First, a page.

A column posted on Commercial Integrator, “The Problem Isn’t with Millennials, It’s with Old People in the Workplace” by Westbury National’s Brock McGinnis, triggered some emotional responses.
It was discussed during an episode of AV Nation’s AV Week, hosted by Tim Albright. I had the pleasure of being a guest on that episode along with McGinnis and InfoComm’s Rachel Bradshaw.
At the 7:55 mark, Albright offers his perception of the column. I offer my take on it, including my sense that much of the negative reaction to the article stems from the headline I wrote versus the words McGinnis wrote. Most importantly, McGinnis explains how he intends the column and addresses others interpretations of it. “I’ll write slower next time!”
The AV Week discussion (and the column, by the way) was all in good fun. It’s interesting, however, that the topic unleashed so many emotions.
Reactions to a Column, and a Headline
Some readers were pretty angry at McGinnis. These readers had several issues with the column.
Questioning McGinnis’ Point of View
Brock, what a completely disconnected irresponsible progressive liberal response you provided. Millennials ARE in fact a problem, or if you prefer a “point-at-issue”.
Millennials Are, in Fact, the Problem
Companies all across the country are rapidly reworking their HR programs to cope with the unique challenges millennials present. While it’s also true the some older employees and management are slow to adapt to change (new technologies, processes, methods) it is not 100% incumbent on the existing workforce to cater to the millennials.
Baby Boomers Took It Personally
I am 68 years old. I go to work every day starting at somewhere between 6 and 8 AM and finally retire somewhere between 7 and 11 PM. Every day. Don’t tell me I get in the way.
I cannot find many young people willing to put in the time and effort to learn the trade and do the work.
Some Took It Personally … and Creatively
I Aspire every day to do a better job then I did yesterday.
I Aspire to Inspire the younger people I interact with to do a better job than I did today, or yesterday.
I Aspire to learn something new everyday to improve my skills and to be of more value to my employer, and the other employees around me.
I Aspire to get there earlier and make one more call on the way home.
… Respect is earned, as is everything else of value.
You want it? Work for it!
If you think I, and the other Aspiring Old Guys and Gals are stepping aside because you think you are entitled to it, you need to think again.
Aspire to Grow up Buttercup.
Nobody Likes Being Generalized
As an older person, I take exception to this diatribe. Yeah, we have shortcomings. But we are people, too and everyone has some shortcomings. Ane maybe we are stuck in our ways. But sometimes, we have the wisdom to see what damage too much innovation can cause. Sometimes, perhaps more times than any of us are willing to admit, the ‘old’ way is the better way. A slightly out-of-date system that works consistently, efficiently and reliably is better than a system that has to have the ‘the current big thing’ as part of it, and does not function consistently, efficiently or reliably.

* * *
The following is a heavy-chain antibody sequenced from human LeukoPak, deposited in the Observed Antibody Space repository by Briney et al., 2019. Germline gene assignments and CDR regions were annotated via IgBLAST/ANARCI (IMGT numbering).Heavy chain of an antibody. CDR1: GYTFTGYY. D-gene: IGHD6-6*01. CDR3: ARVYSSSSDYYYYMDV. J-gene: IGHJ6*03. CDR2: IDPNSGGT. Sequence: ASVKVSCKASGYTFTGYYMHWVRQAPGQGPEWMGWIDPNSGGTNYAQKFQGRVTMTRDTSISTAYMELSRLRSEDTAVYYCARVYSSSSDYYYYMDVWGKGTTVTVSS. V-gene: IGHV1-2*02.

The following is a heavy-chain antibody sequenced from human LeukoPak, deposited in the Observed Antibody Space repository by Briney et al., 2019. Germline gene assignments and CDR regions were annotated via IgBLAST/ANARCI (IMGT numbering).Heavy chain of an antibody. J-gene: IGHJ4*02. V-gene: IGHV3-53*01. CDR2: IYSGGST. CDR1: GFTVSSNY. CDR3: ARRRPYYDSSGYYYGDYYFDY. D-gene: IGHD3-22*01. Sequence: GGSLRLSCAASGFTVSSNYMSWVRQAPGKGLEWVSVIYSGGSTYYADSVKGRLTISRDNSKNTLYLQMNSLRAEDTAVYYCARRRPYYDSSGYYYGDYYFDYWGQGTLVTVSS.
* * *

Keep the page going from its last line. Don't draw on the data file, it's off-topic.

As a member of the now senior sect, who came up through the ranks when A/V meant filmstrip and slide projectors, I still start early. I still work into the evening. I still have incredibly good contacts throughout the country and I bloody well understand the technology and how it’s integrated into unique solutions to create indelible impressions on weak-minded millennials. Oh, I work with some incredibly talented and gifted millennials, too, and the things I learn from them could fill a cup…. or two. Maybe.
Some readers praised McGinnis. The column seemed to speak to these readers.
Some Millennials Took It Personally
I am a millennial, and I have been the last person to leave the office on countless occasions. I don’t want an award for this, a raise or even acknowledgement. I want to get the job done and done well. When working in majority millennial environments, I have toiled well into the night with my numerous dedicated millennial co-workers who have had strong commitment to getting things right. Many of my millennial colleagues and friends have a fire and a passion and are committed to doing lots of great work, and working hard.
Count me, editor of Commercial Integrator, among those praising the column. You can also “blame” me for much of the criticism of it.
When McGinnis submitted his column his suggested title was, “The Problem with Old People.” We ran with that in the printed edition of the magazine.
Online, however, there is an opportunity to do more with article titles. I wanted to frame McGinnis’ extremely unique take on the integration industry’s labor challenges against what I see as the default explanation of it: It’s difficult for this industry to recruit Millennials.
In McGinnis’ actual article he only lightly alludes to Millennials while referencing InfoComm’s and NSCA’s efforts to recruit young professionals into the industry:
I think both associations are barking up the wrong tree. Our problem isn’t too few young people. Our problem is too many old people, most of whom show no signs of heading for the doors anytime soon.
It’s hardly an endorsement of Millennials.
The article isn’t about Millennials versus Baby Boomers. It’s about our industry’s unique personnel challenges that include incestuous hiring practices and path-of-least-resistance hiring decisions.
Most of the criticism of McGinnis seems not to be reacting to the words he wrote, but to the headline. That’s on me … sort of.
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